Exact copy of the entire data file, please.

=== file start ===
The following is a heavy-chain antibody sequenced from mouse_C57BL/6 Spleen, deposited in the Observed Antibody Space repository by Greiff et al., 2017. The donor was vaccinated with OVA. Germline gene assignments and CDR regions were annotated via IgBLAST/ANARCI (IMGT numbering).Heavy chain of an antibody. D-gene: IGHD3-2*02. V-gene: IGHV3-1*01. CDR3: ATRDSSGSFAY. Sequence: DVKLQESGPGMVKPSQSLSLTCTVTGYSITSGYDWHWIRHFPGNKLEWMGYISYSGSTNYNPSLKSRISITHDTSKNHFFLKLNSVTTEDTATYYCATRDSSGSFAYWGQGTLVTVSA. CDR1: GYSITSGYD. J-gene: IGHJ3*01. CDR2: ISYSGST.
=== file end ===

The following is a heavy-chain antibody sequenced from mouse_C57BL/6 Spleen, deposited in the Observed Antibody Space repository by Greiff et al., 2017. The donor was vaccinated with OVA. Germline gene assignments and CDR regions were annotated via IgBLAST/ANARCI (IMGT numbering).Heavy chain of an antibody. D-gene: IGHD3-2*02. V-gene: IGHV3-1*01. CDR3: ATRDSSGSFAY. Sequence: DVKLQESGPGMVKPSQSLSLTCTVTGYSITSGYDWHWIRHFPGNKLEWMGYISYSGSTNYNPSLKSRISITHDTSKNHFFLKLNSVTTEDTATYYCATRDSSGSFAYWGQGTLVTVSA. CDR1: GYSITSGYD. J-gene: IGHJ3*01. CDR2: ISYSGST.